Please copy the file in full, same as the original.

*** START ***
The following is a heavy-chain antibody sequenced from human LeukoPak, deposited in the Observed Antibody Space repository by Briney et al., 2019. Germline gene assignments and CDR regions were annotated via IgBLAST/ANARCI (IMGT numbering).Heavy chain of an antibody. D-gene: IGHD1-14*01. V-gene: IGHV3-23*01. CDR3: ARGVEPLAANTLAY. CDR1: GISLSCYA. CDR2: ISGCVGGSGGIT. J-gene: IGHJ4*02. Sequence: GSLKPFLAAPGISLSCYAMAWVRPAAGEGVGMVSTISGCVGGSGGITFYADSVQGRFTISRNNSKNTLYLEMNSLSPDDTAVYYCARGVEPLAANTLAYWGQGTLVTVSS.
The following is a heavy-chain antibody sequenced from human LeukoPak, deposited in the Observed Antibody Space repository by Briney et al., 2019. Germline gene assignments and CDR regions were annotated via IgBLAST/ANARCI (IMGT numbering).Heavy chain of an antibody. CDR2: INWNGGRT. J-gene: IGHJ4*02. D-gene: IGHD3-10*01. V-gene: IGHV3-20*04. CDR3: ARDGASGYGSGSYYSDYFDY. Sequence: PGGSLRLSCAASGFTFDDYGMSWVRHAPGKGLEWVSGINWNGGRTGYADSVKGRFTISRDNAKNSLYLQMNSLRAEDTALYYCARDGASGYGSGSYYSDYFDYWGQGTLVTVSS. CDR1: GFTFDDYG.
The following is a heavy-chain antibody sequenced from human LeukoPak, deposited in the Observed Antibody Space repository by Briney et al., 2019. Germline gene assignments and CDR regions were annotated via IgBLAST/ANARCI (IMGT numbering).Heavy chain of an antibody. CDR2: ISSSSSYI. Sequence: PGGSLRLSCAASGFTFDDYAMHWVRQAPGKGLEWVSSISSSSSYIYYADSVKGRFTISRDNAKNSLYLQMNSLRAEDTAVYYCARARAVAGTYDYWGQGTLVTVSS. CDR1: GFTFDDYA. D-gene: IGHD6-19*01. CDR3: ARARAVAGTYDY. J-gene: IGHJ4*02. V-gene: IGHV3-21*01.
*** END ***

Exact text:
The following is a heavy-chain antibody sequenced from human LeukoPak, deposited in the Observed Antibody Space repository by Briney et al., 2019. Germline gene assignments and CDR regions were annotated via IgBLAST/ANARCI (IMGT numbering).Heavy chain of an antibody. D-gene: IGHD1-14*01. V-gene: IGHV3-23*01. CDR3: ARGVEPLAANTLAY. CDR1: GISLSCYA. CDR2: ISGCVGGSGGIT. J-gene: IGHJ4*02. Sequence: GSLKPFLAAPGISLSCYAMAWVRPAAGEGVGMVSTISGCVGGSGGITFYADSVQGRFTISRNNSKNTLYLEMNSLSPDDTAVYYCARGVEPLAANTLAYWGQGTLVTVSS.
The following is a heavy-chain antibody sequenced from human LeukoPak, deposited in the Observed Antibody Space repository by Briney et al., 2019. Germline gene assignments and CDR regions were annotated via IgBLAST/ANARCI (IMGT numbering).Heavy chain of an antibody. CDR2: INWNGGRT. J-gene: IGHJ4*02. D-gene: IGHD3-10*01. V-gene: IGHV3-20*04. CDR3: ARDGASGYGSGSYYSDYFDY. Sequence: PGGSLRLSCAASGFTFDDYGMSWVRHAPGKGLEWVSGINWNGGRTGYADSVKGRFTISRDNAKNSLYLQMNSLRAEDTALYYCARDGASGYGSGSYYSDYFDYWGQGTLVTVSS. CDR1: GFTFDDYG.
The following is a heavy-chain antibody sequenced from human LeukoPak, deposited in the Observed Antibody Space repository by Briney et al., 2019. Germline gene assignments and CDR regions were annotated via IgBLAST/ANARCI (IMGT numbering).Heavy chain of an antibody. CDR2: ISSSSSYI. Sequence: PGGSLRLSCAASGFTFDDYAMHWVRQAPGKGLEWVSSISSSSSYIYYADSVKGRFTISRDNAKNSLYLQMNSLRAEDTAVYYCARARAVAGTYDYWGQGTLVTVSS. CDR1: GFTFDDYA. D-gene: IGHD6-19*01. CDR3: ARARAVAGTYDY. J-gene: IGHJ4*02. V-gene: IGHV3-21*01.